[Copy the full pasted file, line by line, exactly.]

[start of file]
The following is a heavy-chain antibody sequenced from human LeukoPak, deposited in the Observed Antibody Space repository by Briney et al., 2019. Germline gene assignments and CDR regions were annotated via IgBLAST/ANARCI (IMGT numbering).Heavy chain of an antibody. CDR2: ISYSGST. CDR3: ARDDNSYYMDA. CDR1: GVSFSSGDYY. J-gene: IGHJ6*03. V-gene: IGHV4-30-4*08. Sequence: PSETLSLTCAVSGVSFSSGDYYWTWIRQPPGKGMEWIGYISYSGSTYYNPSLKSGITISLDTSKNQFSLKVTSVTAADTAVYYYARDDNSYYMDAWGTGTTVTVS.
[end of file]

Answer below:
The following is a heavy-chain antibody sequenced from human LeukoPak, deposited in the Observed Antibody Space repository by Briney et al., 2019. Germline gene assignments and CDR regions were annotated via IgBLAST/ANARCI (IMGT numbering).Heavy chain of an antibody. CDR2: ISYSGST. CDR3: ARDDNSYYMDA. CDR1: GVSFSSGDYY. J-gene: IGHJ6*03. V-gene: IGHV4-30-4*08. Sequence: PSETLSLTCAVSGVSFSSGDYYWTWIRQPPGKGMEWIGYISYSGSTYYNPSLKSGITISLDTSKNQFSLKVTSVTAADTAVYYYARDDNSYYMDAWGTGTTVTVS.